They simply scanned them.
“In the … olden days, we used to [photo]copy [police reports and other documents],” Deputy DA Brent Neck says in a video posted March 5. “We would send it to various locations in the county. It was very inefficient. And [District Attorney] Bonnie Dumanis thought there had to be a better way.”
Legal technology expert Jeff Bennion of San Diego hailed the move as a “huge step in the right direction.” But he faulted the DA for labeling the resource “eDiscovery,” which he called a liberal use of the word.“Traditional e-discovery involves the collection of data from electronic sources, the review and production in an electronic format,” said Bennion, 35, a civil litigation attorney and technology columnist. “It seems like what they are doing here is more ‘paperless’ than ‘e-discovery.’”
(Discovery records aren’t public — but must be made available to opposing attorneys to assure legal fairness.)
At the same time, Dumanis is rolling out a website devoted to highlighting her office’s work — replacing another site and sidestepping San Diego County’s existing County News Center.
Tanya Sierra, the DA spokeswoman, told Times of San Diego that County News Center does a great job covering county departments.
“Occasionally they’ll do a public safety/DA-related story,” Sierra said Tuesday. “DANewsCenter.com focuses on the DA’s Office, telling the stories that the county — and San Diego media — may not have the time, resources or inclination to cover — but that we feel the public should be aware of. It’s an effort to increase transparency and tell our stories directly to the people we work for.”
Answering the critique that the eDiscovery system is merely about “going green,” Sierra said, “We are beginning preliminary planning to work on allowing police agencies to submit their reports in electronic form,” which she called ePolice Reports. “Also, some agencies already submit reports on disc on various cases, and our eDiscovery system can import these documents.”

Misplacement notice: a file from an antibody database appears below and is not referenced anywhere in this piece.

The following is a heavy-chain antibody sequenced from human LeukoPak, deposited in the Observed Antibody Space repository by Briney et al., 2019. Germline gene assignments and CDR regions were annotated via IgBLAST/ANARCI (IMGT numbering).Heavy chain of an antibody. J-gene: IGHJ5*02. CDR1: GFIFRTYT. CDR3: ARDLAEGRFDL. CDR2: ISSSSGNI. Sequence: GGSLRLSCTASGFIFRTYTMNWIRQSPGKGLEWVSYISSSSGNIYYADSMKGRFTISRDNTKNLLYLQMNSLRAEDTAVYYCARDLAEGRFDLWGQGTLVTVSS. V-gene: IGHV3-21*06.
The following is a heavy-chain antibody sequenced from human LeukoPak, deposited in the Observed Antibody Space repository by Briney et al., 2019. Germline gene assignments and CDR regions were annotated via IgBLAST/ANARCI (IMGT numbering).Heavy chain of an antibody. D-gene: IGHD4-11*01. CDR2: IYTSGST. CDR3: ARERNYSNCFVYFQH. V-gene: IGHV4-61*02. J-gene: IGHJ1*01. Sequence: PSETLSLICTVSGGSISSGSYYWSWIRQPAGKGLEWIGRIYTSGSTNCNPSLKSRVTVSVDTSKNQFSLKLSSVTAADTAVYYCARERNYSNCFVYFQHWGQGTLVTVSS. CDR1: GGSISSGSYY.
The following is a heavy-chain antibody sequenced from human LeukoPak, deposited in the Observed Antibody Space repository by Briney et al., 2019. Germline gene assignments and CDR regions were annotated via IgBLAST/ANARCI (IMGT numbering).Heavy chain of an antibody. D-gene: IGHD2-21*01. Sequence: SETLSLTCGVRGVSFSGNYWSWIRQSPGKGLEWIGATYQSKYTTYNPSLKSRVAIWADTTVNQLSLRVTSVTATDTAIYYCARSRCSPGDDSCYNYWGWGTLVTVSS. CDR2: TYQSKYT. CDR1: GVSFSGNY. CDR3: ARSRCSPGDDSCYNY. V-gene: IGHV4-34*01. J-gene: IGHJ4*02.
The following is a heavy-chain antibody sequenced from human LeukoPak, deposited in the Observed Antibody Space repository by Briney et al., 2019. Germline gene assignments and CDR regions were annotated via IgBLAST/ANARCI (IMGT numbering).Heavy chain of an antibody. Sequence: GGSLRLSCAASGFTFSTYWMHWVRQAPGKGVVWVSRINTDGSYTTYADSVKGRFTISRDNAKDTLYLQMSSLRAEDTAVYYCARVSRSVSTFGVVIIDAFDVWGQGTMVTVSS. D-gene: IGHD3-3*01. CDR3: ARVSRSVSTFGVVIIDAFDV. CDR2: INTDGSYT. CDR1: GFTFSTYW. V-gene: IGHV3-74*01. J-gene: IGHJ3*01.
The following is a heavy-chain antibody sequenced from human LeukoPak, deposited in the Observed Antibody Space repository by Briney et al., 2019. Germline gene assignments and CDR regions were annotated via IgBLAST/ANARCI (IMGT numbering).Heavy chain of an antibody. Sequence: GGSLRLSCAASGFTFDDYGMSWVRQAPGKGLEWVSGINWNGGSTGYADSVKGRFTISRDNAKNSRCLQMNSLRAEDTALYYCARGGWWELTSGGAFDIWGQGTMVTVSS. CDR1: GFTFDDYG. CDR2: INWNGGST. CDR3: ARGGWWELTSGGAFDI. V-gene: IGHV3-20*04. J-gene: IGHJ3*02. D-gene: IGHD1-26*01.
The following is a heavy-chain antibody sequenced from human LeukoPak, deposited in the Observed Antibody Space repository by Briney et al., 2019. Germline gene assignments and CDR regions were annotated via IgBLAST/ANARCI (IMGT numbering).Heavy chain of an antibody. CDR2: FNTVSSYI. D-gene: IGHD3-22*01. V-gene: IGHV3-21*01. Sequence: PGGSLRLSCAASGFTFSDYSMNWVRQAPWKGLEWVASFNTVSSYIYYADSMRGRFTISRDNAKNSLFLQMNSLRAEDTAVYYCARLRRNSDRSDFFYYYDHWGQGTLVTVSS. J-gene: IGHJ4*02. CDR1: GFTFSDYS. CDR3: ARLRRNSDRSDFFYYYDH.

Bennion, a USD Law School graduate who also serves on a state Bar technology committee, said he’s confident the new resource is secure from hacking, saying: “It’s just like how banks and credit-card companies have information online. Hospitals and other health care organizations have strict compliance laws for security protocols for anything stored online. I’m sure this database would be the same.”
“We are using the latest version of Drupal and, working with our IT staff, we are comfortable with the security [it] provides,” she said.
Using the DMV as an example, Bennion noted the efficiency of the county’s new system.
“Imagine every person in line at the DMV has thousands of pieces of paper that need to be reviewed and sent to various places by DMV employees,” he said. “It would be an unbelievably inefficient way to serve the public. That’s what the DA’s office is like. Paper means storage warehouses for archives, copy charges, shipping charges, and wasted employee time doing all of this.”